Dominion dedicates new 590MW Bear Garden CCGT power station in Virginia

Source: Dominion Virginia Power 

Virginia Gov. Bob McDonnell joined Dominion Virginia Power (NYSE: D) executives and local officials Friday to dedicate the Bear Garden Power Station, calling the new natural gas-fired station, "an environmentally friendly and economically important" asset for the commonwealth. 

The governor was one of nearly 100 people who turned out for the formal ribbon-cutting opening of the 580-megawatt, combined-cycle power station in Buckingham County. 

"Bear Garden symbolizes more than just electricity to power our homes and businesses," McDonnell said. "It is jobs and tax dollars for the local region, and it is an important economic development asset. It means that Virginia will meet our growth in energy demand with new clean, affordable and reliable generation projects, and assurance is critical to attracting new businesses and industries to the state." 

The power station, which began serving Dominion's customer on May 23, produces enough electricity to power 147,500 homes. Construction on the $619-million station began in April 2009. More than 700 workers were on site at the peak of construction. The station will have 24 permanent jobs and provide more than $1 million annually in taxes to Buckingham County. 

"Bear Garden is the first of several planned additions to our generating fleet to come on-line as a part of our 'Powering Virginia' strategy," said David A. Christian, chief executive officer of Dominion Generation. "Virginia remains a growing state. Our obligation is to meet our customers' demand for electricity at reasonable cost."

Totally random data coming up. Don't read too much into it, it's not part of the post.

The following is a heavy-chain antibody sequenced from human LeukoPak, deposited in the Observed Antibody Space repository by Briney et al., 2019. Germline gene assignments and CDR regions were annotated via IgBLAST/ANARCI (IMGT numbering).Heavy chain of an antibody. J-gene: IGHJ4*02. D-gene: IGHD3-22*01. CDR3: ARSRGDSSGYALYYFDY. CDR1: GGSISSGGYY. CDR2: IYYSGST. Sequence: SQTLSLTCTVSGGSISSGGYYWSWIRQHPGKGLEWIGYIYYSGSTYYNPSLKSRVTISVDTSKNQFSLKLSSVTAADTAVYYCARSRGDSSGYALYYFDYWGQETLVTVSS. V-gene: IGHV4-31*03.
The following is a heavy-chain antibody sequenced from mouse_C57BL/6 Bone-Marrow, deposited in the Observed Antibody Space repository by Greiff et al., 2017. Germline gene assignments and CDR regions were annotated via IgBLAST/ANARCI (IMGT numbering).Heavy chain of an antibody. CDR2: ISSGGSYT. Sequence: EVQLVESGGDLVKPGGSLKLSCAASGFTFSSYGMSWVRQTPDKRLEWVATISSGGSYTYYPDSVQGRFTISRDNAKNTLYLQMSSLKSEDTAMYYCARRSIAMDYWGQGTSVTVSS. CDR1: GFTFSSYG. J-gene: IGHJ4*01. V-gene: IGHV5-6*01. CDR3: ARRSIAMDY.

Dominion's "Powering Virginia" strategy is designed to ensure continuation of reliable service to the company's 2.3 million Virginia electric customers while meeting projected demand growth of 4,500 megawatts by 2021. The strategy includes adding a mix of new generation sources and energy efficiency programs, and upgrading and expanding the transmission and distribution network to minimize fuel expenses while improving reliability. 

Future generation projects the company is developing include:
• The 585-megawatt Virginia City Hybrid Energy Center in Wise County Virginia. The station will be powered by a mixture of coal and biomass and is scheduled to be completed by the summer of 2012.

• Warrren County Power Station, an approximately 1,300-megawatt natural gas-fired, combined-cycle power station, near Front Royal. The company currently is seeking State Corporation Commission approval for the station and, if approved, plans to have it in operation by late 2014.

• Repowering Bremo Power Station in Fluvanna County, converting it from a coal-fired station to one operating with natural gas.

• Converting three small power stations in Hopewell, Southampton and Altavista from coal to biomass, creating more than 150 megawatts of renewable energy.

• A 4-megawatt solar project in Halifax County.

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